Everyone for the past three generations has indelible images and memories of the Wizard of Oz, planted by the classic MGM movie. But all audience expectations and preconceptions were swept away the instant senior Cole Lumpkin, in contemporary dress and matter-of-fact style, began reading from Frank L. Baum’s The Wonderful Wizard of Oz in York Prep’s production of a play by the same name at the Marjorie Deane Little Theater on January 26. The narration—which admitted that this, a stage production, could not have the same effect as the descriptive pages of a book or the special effects of a movie—drew the audience into a unique and delightful retelling of one of America’s favorite stories, as adapted by playwright V. Glasgow Koste.
All of the requisite characters were there: Gayla Kornbluh’s genuinely heartfelt Dorothy; Jordan Isaac’s Good Witch of the North, who utterly enjoyed her magic powers; Emma Benton’s enthusiastically optimistic Scarecrow; Hailey Corrall’s persistently sentimental Tin Man; Isabel Greenberg’s endearingly nerve-wracked Cowardly Lion; and, of course, Molly Model’s delectably wicked (and green) Wicked Witch of the West.
Toto, too? Toto, too—in a loyal and furry characterization by 6th grader Aaron Pahwa which thoroughly delighted theatergoers. Aaron confessed offstage that he felt “nervous” in performance because the audience’s laughter “makes you want to laugh, too, but you can’t; you have to stay in character.”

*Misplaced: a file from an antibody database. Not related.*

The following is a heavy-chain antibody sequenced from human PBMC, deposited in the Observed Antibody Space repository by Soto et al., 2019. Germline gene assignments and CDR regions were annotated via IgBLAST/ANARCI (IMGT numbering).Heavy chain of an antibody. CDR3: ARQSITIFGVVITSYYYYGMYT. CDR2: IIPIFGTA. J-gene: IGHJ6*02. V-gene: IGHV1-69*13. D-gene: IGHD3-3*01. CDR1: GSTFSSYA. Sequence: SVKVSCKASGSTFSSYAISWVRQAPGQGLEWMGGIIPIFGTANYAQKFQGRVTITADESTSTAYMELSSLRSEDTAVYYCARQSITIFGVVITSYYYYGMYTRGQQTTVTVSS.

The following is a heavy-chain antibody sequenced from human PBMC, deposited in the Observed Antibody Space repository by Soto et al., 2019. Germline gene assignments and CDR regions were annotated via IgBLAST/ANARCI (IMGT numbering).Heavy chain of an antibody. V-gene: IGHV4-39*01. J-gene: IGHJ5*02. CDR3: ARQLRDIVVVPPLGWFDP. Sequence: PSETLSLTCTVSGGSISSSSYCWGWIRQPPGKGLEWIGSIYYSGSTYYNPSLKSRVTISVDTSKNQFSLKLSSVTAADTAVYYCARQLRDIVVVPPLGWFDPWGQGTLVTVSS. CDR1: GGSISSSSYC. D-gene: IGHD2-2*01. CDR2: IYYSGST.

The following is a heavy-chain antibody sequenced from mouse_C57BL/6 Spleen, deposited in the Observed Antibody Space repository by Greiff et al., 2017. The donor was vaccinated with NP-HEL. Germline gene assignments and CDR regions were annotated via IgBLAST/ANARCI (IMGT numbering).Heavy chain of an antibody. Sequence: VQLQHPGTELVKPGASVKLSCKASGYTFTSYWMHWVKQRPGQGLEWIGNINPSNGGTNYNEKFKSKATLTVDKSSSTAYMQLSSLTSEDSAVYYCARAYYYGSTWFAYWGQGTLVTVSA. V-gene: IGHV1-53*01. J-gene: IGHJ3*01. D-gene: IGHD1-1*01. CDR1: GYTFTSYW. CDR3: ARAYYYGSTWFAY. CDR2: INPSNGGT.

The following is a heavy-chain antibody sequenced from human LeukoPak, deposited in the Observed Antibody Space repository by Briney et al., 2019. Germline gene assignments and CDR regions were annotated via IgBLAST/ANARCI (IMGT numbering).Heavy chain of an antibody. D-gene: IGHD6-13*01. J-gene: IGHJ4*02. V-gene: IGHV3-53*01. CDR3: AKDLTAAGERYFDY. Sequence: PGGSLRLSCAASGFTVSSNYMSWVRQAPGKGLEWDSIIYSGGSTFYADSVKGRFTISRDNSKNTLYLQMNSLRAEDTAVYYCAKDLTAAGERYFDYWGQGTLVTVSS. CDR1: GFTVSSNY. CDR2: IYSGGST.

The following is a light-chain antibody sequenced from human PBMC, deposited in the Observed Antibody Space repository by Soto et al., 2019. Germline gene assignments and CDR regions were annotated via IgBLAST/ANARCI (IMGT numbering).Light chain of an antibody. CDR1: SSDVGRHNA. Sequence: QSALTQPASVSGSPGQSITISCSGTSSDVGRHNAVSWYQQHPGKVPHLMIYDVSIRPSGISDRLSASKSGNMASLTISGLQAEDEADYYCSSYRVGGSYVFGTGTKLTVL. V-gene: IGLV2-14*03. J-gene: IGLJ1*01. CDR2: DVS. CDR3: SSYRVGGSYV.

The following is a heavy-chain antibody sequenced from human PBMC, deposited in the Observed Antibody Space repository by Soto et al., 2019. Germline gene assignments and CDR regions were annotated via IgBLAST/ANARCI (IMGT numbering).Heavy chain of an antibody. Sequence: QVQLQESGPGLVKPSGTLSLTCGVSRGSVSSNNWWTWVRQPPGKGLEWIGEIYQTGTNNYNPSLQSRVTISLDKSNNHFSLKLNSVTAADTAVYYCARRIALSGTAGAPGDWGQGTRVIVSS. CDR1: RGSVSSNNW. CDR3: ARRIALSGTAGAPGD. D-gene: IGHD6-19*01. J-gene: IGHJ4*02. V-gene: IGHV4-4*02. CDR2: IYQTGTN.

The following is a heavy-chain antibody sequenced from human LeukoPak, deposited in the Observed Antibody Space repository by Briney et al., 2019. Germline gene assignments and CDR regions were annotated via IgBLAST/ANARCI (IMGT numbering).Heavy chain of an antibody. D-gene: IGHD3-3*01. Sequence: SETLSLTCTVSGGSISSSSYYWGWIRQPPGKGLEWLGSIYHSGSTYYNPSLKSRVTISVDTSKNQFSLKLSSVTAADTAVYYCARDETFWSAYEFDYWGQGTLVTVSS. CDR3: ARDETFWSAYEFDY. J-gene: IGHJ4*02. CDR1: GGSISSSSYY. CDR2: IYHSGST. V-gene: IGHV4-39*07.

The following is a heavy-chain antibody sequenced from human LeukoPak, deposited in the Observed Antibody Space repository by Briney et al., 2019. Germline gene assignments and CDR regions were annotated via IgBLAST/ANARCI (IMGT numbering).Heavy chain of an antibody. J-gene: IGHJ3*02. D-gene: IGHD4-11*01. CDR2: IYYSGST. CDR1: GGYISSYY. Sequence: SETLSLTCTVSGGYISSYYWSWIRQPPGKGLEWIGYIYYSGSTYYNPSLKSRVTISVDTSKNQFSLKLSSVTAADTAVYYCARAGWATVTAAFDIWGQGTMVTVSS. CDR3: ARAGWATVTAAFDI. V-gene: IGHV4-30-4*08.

It was clear that every actor onstage—and every stagehand offstage—took his or her job just as seriously. Drama Director Maria Getz did a masterful job of orchestrating the youthful company and making their experience meaningful. The massive ensemble of Munchkins acquitted itself with gusto and precision. Every move, every line of dialogue, every bit part counted, and the pace never flagged.
“I was able to connect to Dorothy in a way I would never have thought of,” said Gayla. The character rang truest for her at the moment in the play when Dorothy “realized, instead of dreaming of flying over the rainbow, that she was happy to be at the home she always had.” She is, of course, helped back home by a genteel Good Witch of the South played by Sarah Calaman and by an idiosyncratic Oz played by… Cole Lumpkin!
When asked whether the project was a lot of fun or just a lot of work, Aaron Pahwa probably spoke for the entire troupe when he said, “All of the above.”